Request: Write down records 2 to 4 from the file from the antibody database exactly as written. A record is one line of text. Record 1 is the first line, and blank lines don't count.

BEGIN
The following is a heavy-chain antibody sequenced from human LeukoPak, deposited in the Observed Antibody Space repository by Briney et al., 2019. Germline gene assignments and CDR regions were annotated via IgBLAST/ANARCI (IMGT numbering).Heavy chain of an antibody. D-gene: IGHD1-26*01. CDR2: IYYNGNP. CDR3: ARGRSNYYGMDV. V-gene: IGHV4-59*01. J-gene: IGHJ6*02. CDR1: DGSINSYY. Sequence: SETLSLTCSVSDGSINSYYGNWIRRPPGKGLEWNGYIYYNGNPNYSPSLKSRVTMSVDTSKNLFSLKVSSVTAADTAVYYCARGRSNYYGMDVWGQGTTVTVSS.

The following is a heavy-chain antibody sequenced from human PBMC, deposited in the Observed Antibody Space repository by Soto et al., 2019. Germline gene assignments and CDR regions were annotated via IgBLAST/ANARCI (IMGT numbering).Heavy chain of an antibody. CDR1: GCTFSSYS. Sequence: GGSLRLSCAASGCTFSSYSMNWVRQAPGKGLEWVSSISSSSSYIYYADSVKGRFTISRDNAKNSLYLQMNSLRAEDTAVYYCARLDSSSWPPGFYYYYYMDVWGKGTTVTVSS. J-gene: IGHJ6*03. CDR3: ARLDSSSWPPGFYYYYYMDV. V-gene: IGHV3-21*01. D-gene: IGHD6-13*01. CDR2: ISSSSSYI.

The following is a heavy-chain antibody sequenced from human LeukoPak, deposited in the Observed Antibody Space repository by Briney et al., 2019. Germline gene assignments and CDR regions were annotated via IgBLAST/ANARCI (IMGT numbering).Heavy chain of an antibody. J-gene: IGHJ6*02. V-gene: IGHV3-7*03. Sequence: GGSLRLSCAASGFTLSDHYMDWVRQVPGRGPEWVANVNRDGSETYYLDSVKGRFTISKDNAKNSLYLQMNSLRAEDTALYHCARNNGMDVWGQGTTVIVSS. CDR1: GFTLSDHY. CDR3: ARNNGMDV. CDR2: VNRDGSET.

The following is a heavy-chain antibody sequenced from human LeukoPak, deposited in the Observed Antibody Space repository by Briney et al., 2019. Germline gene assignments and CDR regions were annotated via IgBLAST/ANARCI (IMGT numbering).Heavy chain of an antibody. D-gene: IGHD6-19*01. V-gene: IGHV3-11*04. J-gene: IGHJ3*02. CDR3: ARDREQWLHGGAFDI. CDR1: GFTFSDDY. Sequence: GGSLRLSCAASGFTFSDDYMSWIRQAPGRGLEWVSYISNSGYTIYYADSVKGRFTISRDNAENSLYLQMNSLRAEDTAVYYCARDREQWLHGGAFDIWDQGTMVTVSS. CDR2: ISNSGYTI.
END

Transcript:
The following is a heavy-chain antibody sequenced from human PBMC, deposited in the Observed Antibody Space repository by Soto et al., 2019. Germline gene assignments and CDR regions were annotated via IgBLAST/ANARCI (IMGT numbering).Heavy chain of an antibody. CDR1: GCTFSSYS. Sequence: GGSLRLSCAASGCTFSSYSMNWVRQAPGKGLEWVSSISSSSSYIYYADSVKGRFTISRDNAKNSLYLQMNSLRAEDTAVYYCARLDSSSWPPGFYYYYYMDVWGKGTTVTVSS. J-gene: IGHJ6*03. CDR3: ARLDSSSWPPGFYYYYYMDV. V-gene: IGHV3-21*01. D-gene: IGHD6-13*01. CDR2: ISSSSSYI.

The following is a heavy-chain antibody sequenced from human LeukoPak, deposited in the Observed Antibody Space repository by Briney et al., 2019. Germline gene assignments and CDR regions were annotated via IgBLAST/ANARCI (IMGT numbering).Heavy chain of an antibody. J-gene: IGHJ6*02. V-gene: IGHV3-7*03. Sequence: GGSLRLSCAASGFTLSDHYMDWVRQVPGRGPEWVANVNRDGSETYYLDSVKGRFTISKDNAKNSLYLQMNSLRAEDTALYHCARNNGMDVWGQGTTVIVSS. CDR1: GFTLSDHY. CDR3: ARNNGMDV. CDR2: VNRDGSET.

The following is a heavy-chain antibody sequenced from human LeukoPak, deposited in the Observed Antibody Space repository by Briney et al., 2019. Germline gene assignments and CDR regions were annotated via IgBLAST/ANARCI (IMGT numbering).Heavy chain of an antibody. D-gene: IGHD6-19*01. V-gene: IGHV3-11*04. J-gene: IGHJ3*02. CDR3: ARDREQWLHGGAFDI. CDR1: GFTFSDDY. Sequence: GGSLRLSCAASGFTFSDDYMSWIRQAPGRGLEWVSYISNSGYTIYYADSVKGRFTISRDNAENSLYLQMNSLRAEDTAVYYCARDREQWLHGGAFDIWDQGTMVTVSS. CDR2: ISNSGYTI.